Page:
In 1970 President Nixon signed The Occupational Safety and Health Act or OSH Act! This new law created the government agency everyone in the health and safety industry knows as The Occupational Health and Safety Administration (OSHA).

    OSHA standards all fall under four categories:

    • General Industry Regulations 29 Code of Federal Regulations (CFR) 1910
    • Construction Regulations 29 CFR 1926
    • Maritime Regulations 29 CFR 1915-19 (Includes Shipyards, marine terminals & longshoring)
    • Agriculture Regulations 29 CFR 1928

    On October 17, 1986, President Reagan added more regulations signing the Superfund Amendments and reauthorization Act or SARA. The Environmental Protection Agency (EPA) also has to put out identical regulations as OSHA for HAZWOPER. These regulations protect employees involved in Hazardous Waste Operations and Emergency Response or HAZWOPER.

    The final or most up to date major changes to HAZWOPER came in 1989/1990 where regulations on training employees who work on hazardous sites came into effect. OSHA holds the employer responsible for employees' safety, including safety plans, emergency response plans, and receiving proper training.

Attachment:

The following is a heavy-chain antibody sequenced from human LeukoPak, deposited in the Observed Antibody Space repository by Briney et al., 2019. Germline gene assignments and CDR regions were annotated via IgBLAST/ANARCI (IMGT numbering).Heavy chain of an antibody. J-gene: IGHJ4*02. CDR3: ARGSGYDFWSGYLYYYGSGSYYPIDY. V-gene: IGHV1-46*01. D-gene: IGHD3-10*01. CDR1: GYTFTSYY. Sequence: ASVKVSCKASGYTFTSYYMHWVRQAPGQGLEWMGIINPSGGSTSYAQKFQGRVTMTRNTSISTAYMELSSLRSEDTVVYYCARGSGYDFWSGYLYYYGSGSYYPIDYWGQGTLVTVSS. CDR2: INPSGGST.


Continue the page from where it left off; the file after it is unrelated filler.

Does your worksite have a hazard that doesn't fall under any specific regulation? Any hazard that doesn’t fall under a specific regulation will fall under OSHA’s General Duty Clause.

    Conclusion

    Today we covered several topics relating to HAZWOPER. First, we went over what is HAZWOPER, or what does HAZWOPER stand for? This included what forms hazardous waste takes and HAZWOPER regulations OSHA Standard 1910.120, OSHA Standard 1926.65, and EPA 40 CFR Part 311.

    Next, we reviewed the most important elements of HAZWOPER, which included training, personal protective equipment (PPE), engineering controls, HAZWOPER information, site analysis, medical surveillance, air monitoring, decontamination, and emergency response plans.

    Last we went over who needs HAZWOPER Training? We discussed the HAZWOPER Standard 1910.10 and 1926.65 and to who the standard applies to. We ended with a history of HAZWOPER from its creation in 1970 by President Nixon to major training changes and work on hazardous sites in 1989/1990.

    Are you ready to make your hazardous job site the safest in the industry? Get HAZWOPER Training today!

    24 Hour HAZWOPER Online Training
    24 Hour HAZWOPER Classroom Training (Seminar)
    40 Hour HAZWOPER Online Training
    40 Hour HAZWOPER Classroom Training (Seminar)
    We also offer the refresher course 8 Hour HAZWOPER Refresher Online and Classroom Training